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applications should be standardized throughout the command's Jike-type wings and squadrons. Eventually there will have been established a MACCOM-approved information system that will more likely be able to meet the operations/combat support needs of the wings and squadrons because it will have been generated by the wings and squadrons themselves. The Committee strongly recommends that wing/squadron/base logis- tics and operations support systems be designed, equipped, and operated in a mode to be effective in both peace and conflict. But we believe such an approach requires significant change in current equipment procurement practices, and comprehensive system design at wing/squadron/base-level to insure systems compatibility and interoperability. Because of its complexity and necessarily evolutionary character, it is unlikely such a process can move as quickly as that involving the logistics function. However, it should be possible to complete the initial steps fairly soon. Therefore, the recommended target dates are 1987 to complete the MAdCOM specification and 1995 to attain a reasonable state of completion. Recommendation t4 - System Program Office/Prime Systems Contractor Concept. Establish an Air Force System Program Office (SPO) for base-]eve] information systems and, for major new base-level information systems, shift to a prime systems contractor concept. The Committee emphatically recommends the "normal" Systems Program Office (SPO) concept be applied to the base-level Air Force automation systems. In all dimensions of technical complexity, mission essentiality, cost, and difficulty, the tote] base environment qualifies for this kind of direct, specific management emphasis and control. The SPO should be modeled after those established by the Air Force Systems Command (AFSC). However, the Committee is not suggesting that the SPO be assigned to AFSC. The SPO should be established for an indefinite duration, and it should be given the authority to manage, direct, and control all aspects of the base-1eve] automation program. Program guidance can be maintained with appropriate Program Management Directive (PMD) modifications. Personnel strength and skill levels should be maintained by careful high-level selection of qualified staff. Performance review of the SPO can be maintained through appropriate Air Force acquisition review council reviews at appropriate milestones. The approach should begin as soon as possible after suitable Air Force directives can be prepared. The Committee recommends that in all future base-level software applications developments, a required step should be a determination of the feasibility for use of a prime contractor. Criteria should be developed regarding system specification, technical feasibility and cost for this determination. The Committee believes that this concept would be particularly useful in the development of automation systems to support -31-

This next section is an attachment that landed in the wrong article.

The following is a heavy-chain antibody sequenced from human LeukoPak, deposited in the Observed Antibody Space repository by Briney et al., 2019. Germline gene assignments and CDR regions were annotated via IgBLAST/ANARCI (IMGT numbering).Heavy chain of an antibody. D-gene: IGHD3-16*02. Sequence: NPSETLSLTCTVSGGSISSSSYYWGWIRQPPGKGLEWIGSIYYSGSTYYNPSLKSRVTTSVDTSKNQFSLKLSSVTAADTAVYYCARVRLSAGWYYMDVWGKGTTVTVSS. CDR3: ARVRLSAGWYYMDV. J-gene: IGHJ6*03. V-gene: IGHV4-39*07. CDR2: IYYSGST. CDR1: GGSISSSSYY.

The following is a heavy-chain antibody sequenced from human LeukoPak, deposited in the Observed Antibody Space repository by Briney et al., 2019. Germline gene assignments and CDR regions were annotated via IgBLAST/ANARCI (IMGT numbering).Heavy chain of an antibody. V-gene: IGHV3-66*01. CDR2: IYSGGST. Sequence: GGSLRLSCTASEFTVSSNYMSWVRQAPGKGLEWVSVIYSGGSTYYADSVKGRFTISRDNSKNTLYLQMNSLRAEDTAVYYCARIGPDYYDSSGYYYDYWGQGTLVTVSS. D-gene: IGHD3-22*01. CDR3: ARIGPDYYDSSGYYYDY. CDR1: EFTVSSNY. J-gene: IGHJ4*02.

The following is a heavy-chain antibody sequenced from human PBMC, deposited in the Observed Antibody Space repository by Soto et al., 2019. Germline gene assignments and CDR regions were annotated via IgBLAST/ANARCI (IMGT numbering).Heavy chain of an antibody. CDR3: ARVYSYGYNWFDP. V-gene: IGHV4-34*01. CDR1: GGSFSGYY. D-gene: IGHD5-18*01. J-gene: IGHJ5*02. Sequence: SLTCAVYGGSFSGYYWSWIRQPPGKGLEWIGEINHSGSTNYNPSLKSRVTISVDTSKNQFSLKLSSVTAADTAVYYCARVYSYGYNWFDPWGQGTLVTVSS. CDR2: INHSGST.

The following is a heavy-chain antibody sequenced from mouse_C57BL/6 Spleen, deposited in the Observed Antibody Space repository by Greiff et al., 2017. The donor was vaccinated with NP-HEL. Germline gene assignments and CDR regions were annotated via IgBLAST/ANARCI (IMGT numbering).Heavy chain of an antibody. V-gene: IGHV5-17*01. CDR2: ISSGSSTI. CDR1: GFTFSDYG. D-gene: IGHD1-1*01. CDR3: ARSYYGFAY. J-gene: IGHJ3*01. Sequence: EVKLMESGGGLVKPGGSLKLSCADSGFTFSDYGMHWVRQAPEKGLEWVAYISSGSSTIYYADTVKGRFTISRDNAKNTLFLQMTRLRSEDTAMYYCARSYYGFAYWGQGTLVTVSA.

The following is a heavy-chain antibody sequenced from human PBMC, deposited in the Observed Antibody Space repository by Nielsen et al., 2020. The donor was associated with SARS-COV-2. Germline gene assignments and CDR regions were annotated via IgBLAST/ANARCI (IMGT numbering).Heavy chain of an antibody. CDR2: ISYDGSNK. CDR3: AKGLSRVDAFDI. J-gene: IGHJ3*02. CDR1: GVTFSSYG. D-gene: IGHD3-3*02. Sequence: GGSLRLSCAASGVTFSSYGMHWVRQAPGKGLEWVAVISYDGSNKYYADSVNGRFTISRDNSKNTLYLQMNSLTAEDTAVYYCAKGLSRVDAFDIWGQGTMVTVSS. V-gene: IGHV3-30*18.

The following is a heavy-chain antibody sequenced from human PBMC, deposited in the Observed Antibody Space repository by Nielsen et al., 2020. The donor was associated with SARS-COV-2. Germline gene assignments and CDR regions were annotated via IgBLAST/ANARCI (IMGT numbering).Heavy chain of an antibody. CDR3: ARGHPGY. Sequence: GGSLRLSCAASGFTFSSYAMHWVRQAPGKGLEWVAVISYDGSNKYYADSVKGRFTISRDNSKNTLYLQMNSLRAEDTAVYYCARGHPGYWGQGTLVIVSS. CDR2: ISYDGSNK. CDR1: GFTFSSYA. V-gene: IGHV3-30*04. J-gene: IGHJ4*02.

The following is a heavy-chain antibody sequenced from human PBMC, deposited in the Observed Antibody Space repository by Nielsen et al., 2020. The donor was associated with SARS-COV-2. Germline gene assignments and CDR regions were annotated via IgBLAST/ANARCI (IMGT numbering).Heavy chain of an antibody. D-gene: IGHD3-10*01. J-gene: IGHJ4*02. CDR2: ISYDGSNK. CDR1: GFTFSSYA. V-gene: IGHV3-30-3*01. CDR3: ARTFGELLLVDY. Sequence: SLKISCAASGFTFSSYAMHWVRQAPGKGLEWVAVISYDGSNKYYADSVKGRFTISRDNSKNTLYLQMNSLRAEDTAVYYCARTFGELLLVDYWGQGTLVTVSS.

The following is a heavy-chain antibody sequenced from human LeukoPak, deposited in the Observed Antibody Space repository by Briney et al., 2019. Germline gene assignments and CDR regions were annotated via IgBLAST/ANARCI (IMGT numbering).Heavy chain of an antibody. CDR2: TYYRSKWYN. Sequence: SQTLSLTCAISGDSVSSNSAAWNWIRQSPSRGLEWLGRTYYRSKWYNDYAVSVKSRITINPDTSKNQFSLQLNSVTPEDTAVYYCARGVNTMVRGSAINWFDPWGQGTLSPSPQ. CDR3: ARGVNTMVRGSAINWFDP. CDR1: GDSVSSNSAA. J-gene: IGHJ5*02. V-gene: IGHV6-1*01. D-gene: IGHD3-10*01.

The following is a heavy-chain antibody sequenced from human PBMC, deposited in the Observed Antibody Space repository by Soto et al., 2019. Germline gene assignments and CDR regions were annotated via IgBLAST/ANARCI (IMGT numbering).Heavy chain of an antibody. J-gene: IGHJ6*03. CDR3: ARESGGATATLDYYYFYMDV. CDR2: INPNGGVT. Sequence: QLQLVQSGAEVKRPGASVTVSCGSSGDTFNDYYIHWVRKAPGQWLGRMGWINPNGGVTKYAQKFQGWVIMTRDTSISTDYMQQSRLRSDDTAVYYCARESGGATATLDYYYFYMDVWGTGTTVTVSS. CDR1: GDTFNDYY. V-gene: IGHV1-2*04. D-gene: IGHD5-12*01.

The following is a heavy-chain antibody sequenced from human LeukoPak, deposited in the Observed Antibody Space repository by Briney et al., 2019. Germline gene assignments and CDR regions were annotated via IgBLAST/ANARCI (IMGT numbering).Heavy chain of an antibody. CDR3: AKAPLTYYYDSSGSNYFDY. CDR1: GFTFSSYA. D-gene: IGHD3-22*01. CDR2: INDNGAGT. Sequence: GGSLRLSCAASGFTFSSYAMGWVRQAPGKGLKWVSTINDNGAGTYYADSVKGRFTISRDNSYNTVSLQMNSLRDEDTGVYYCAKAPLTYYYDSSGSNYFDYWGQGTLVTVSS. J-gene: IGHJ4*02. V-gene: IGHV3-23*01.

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the integrated logistics system and operations/combat support systems discussed earlier in this report. The Committee recommends a survey of commercially available software development and maintenance tools to include application generators, relational data base management systems, graphics, decision support tools, etc., and acquisition of those determined to be best suitable at DSDO, the AFAFC, and the AFMPC. Those tools acquired in this process which are applicable to software development within the MAdCOMs should be made available for their use. The Committee believes that commercially available off-the-shelf software packages can be used in partial or complete fulfillment of a number of base-level functions. Therefore, we recommend that the Air Force conduct a survey of such software and that these packages be utilized to the maximum extent practicable in future base-level system improvements. With these recommendations the Committee can foresee a much stronger Air Force managerial control of the base-level automation environment. This in turn will yield an improved Air Force readiness posture, including a better rapid deployment capability. -32-